Album Review: Peach Pit // You And Your Friends

Vancouver natives Peach Pit bring surf-rock indie pop sounds to their sophomore album, You and Your Friends.

The newest album comes three years after the success of their debut record, Being So Normal. The 12-track release was produced by John Congleton (who’s worked with household indie bands, St. Vincent and Best Coast) to streamline the band’s “chewed bubblegum pop” sound with relatable lyrics about mundane situations. “You and Your Friends is a collection of songs about me, people that the band and I care about, and some of the old friends we’ve had over the years,” the band said in a statement. Like most sophomore albums, the band discusses falling in love, nostalgia, breakups, but this time with satirical lyrics and metaphors accompanied by soft vocals.

The quartet — consisting of Neil Smith, Chris Vanderkooy, Peter Wilton, and Mikey Pascuzzi — look like quirky, alternative guys who are clearly from the Pacific Northwest. The four-piece is most often found dressed up in uniforms consisting of dungarees, turtlenecks, or beanies, with moustaches and long, messy hair. If you passed them on the street, you wouldn’t guess the band had nearly two million monthly streams on Spotify, but the guys don’t take themselves too seriously. They sell deodorant merchandise and joke about being flat Earth-ers. Their Instagram (with a bio claiming they’re a wedding cover band) is full of memes of themselves and gives a DIY-vibe. But their normality is why they’re successful. It’s refreshing and helps them make relative, chill indie-pop music.

The lyrics “I want something always, more or less than what I have / Could be nothing, but I’ll go in luck to be had,” opens the long-awaited album in the pre-released single, ‘Feelin’ Low (F*ckboy Blues)’, which basically sums up everyone’s mood at the moment. It’s very Circa Waves-meets-Beach Fossils, with strong guitar riffs but a more gritty, grungy bassline. It gives listeners a taste of the band’s more refined sound, moving from indie-pop jams to more alternative-rock songs.

‘Black Licorice’ belongs on a “summer bummer” playlist, with upbeat, groovy sounds accompanying lyrics about being lonely after a breakup. “I’m just black licorice / And all the people that I know / Would rather leave me in the bowl,” Smith sings in the heartbreak bop. It’s a simple metaphor, but effective and catchy.

After ‘Figure 8,’ a slow, slightly angsty pop ballad, the album moves away from full-on heartbreak and loneliness and transitions to ‘Puppy Grin,’ a song all about questioning feelings in a relationship. Filled with psychedelic-esque guitar riffs and quick drum beats, it’s dance-y and will definitely be a crowd favourite to sing along to when the band performs it live.

The curtains open and the sun begins to shine with ‘Brians Movie,’ a feel-good track with warm vocals and soft drums with a slick bassline that sounds like it’s influenced by Bane’s World. It smoothly transitions into two back-to-back songs about past loves, ‘Camilla I’m At Home,’ a laid back and relaxing tune with woozy guitar and soothing vocals, and ‘Second Life With Emily,’ slightly more cheery and optimistic track that recalls found times in a previous relationship.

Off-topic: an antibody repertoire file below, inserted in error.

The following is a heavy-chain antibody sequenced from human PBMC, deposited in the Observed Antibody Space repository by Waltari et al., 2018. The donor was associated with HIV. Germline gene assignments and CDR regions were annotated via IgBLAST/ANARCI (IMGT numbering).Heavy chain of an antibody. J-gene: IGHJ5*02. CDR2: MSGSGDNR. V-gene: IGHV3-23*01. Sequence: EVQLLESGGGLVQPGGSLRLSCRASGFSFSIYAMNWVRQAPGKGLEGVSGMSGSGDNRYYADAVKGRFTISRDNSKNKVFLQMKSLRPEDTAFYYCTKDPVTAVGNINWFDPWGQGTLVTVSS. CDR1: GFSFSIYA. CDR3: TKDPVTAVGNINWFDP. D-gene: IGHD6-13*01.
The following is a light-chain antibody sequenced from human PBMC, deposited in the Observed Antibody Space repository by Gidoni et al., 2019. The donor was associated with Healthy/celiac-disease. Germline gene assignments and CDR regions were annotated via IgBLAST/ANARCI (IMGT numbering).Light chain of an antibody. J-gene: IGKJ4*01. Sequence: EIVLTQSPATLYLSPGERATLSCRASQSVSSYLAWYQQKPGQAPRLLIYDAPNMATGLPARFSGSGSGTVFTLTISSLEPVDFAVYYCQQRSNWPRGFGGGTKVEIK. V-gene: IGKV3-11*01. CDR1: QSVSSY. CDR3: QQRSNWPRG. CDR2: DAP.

The album moves back to another heartbreak tune, ‘Shampoo Bottles.’ The song tells a story about an ex leaving her stuff at Smith’s apartment, and how when he used up the shampoo bottle to try to get her out of his head, but it didn’t work. “I’ve been leaving your shampoo bottles / Over in the corner there /Sitting empty on the bathtub rail / Wishing they could wash your hair,” Smith sings nostalgically on the track. It’s something everyone can relate to post-breakup, with as he recalls being paranoid about running into his ex around town. It’s a slow burn, but one of the best songs on the album.

‘Thursday’ is more synth-rock than the other tracks, with a moody, grungy undertone. It starts slowly, before switching to fast drums and guitar shreds, while ‘Your Teeth’ is slightly eery and angsty, with confusing and peculiar lyrics.

The album finishes with the title track, a crooning alt-rock tune with punk undertones. The song is a bit of a letdown and feels slightly out of place on the album. There’s a long guitar solo and emotive lyrics that informs the listener that this is the finale, as the story comes to an end.

You and Your Friends is a good album with some strong and catchy tunes, but there’s nothing distinct about it. Peach Pit is the latest victim to the sophomore album curse, as when I listened to it, I wish it had more of the feeling of their EP and first album. Their sound has evolved and is more fine-tuned, but some songs and lyrics were repetitive. What was missing the bluesy crooners like “Tommy’s Party” and the woozy harmonies from their self-titled viral hit, “Peach Pit.” A few of the songs from the album are bound to gain some notoriety, but as a whole, the release was a slight let down, with a stronger first half. It’s still worth a listen, but the moody and angsty undertones felt out of place for their typical “chewed bubblegum pop” sound.

Rating: ★★★☆☆

You And Your Friends is released this Friday, 3rd April, via RCA Records

Author avatar
Caroline Edwards

Leave a Reply

Your email address will not be published. Required fields are marked *

This site uses Akismet to reduce spam. Learn how your comment data is processed.